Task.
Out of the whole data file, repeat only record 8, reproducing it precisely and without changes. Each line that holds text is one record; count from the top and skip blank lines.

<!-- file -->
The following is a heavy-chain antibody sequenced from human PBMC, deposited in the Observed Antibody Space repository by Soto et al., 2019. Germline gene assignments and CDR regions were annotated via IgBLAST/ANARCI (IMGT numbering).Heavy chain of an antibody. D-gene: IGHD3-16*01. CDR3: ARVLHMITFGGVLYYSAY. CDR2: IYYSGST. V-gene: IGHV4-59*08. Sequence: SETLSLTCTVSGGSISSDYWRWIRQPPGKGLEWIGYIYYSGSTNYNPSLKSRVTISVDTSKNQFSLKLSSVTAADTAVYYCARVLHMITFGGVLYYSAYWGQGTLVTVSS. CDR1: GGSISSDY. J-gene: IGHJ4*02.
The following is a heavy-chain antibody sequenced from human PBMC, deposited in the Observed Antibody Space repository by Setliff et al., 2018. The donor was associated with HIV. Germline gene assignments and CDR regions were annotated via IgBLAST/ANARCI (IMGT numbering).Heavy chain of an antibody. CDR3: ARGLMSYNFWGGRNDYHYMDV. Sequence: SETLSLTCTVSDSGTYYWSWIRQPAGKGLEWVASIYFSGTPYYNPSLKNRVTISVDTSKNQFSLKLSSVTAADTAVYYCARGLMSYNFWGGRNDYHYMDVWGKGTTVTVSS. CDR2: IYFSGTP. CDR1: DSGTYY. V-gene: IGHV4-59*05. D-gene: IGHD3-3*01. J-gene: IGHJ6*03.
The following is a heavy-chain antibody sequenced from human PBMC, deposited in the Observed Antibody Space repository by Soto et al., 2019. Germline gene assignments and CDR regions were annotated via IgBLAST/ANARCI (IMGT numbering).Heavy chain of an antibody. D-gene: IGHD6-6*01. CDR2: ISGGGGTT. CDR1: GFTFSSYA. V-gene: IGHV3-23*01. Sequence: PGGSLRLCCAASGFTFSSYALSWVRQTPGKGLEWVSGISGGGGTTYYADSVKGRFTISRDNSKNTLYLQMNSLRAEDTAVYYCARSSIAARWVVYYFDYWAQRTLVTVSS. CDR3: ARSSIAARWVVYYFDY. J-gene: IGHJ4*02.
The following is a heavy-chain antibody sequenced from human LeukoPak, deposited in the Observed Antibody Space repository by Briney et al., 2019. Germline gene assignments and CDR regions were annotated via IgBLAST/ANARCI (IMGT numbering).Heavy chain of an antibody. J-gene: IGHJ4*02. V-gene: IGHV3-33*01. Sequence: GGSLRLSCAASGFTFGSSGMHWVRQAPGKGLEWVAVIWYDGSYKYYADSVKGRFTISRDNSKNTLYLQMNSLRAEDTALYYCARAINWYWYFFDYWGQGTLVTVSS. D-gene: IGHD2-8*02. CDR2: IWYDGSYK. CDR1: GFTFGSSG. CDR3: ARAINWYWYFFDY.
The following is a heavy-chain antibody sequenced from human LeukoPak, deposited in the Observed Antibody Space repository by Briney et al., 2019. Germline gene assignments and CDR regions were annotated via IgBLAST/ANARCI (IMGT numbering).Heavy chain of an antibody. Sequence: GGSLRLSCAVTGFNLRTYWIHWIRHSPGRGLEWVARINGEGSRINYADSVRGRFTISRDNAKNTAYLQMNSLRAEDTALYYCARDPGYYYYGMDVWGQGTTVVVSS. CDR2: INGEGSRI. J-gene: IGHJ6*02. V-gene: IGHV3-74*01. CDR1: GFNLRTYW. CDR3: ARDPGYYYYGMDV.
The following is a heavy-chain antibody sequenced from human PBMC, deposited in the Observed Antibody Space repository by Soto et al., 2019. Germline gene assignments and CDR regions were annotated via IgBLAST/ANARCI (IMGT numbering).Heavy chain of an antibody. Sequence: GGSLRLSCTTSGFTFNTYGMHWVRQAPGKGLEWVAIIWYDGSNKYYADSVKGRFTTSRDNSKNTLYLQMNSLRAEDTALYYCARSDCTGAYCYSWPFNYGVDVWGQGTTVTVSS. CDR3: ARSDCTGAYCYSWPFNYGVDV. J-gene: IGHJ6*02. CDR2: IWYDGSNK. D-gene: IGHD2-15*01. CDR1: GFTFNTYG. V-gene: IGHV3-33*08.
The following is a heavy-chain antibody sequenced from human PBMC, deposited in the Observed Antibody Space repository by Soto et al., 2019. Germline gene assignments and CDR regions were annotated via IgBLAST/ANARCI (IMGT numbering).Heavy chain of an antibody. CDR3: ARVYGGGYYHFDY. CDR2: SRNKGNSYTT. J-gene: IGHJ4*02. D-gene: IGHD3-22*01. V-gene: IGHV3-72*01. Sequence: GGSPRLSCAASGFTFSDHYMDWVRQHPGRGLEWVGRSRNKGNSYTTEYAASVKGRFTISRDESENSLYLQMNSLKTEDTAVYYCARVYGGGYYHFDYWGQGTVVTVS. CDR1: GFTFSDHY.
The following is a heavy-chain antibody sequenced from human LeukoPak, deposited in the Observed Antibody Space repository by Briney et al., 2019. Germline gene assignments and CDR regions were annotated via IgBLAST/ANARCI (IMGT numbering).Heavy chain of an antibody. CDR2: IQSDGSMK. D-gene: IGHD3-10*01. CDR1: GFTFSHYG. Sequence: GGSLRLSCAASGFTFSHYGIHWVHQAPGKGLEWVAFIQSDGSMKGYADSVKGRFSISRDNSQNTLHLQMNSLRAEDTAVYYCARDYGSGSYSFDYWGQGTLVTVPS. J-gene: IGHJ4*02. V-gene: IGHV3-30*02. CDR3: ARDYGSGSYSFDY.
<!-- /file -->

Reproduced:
The following is a heavy-chain antibody sequenced from human LeukoPak, deposited in the Observed Antibody Space repository by Briney et al., 2019. Germline gene assignments and CDR regions were annotated via IgBLAST/ANARCI (IMGT numbering).Heavy chain of an antibody. CDR2: IQSDGSMK. D-gene: IGHD3-10*01. CDR1: GFTFSHYG. Sequence: GGSLRLSCAASGFTFSHYGIHWVHQAPGKGLEWVAFIQSDGSMKGYADSVKGRFSISRDNSQNTLHLQMNSLRAEDTAVYYCARDYGSGSYSFDYWGQGTLVTVPS. J-gene: IGHJ4*02. V-gene: IGHV3-30*02. CDR3: ARDYGSGSYSFDY.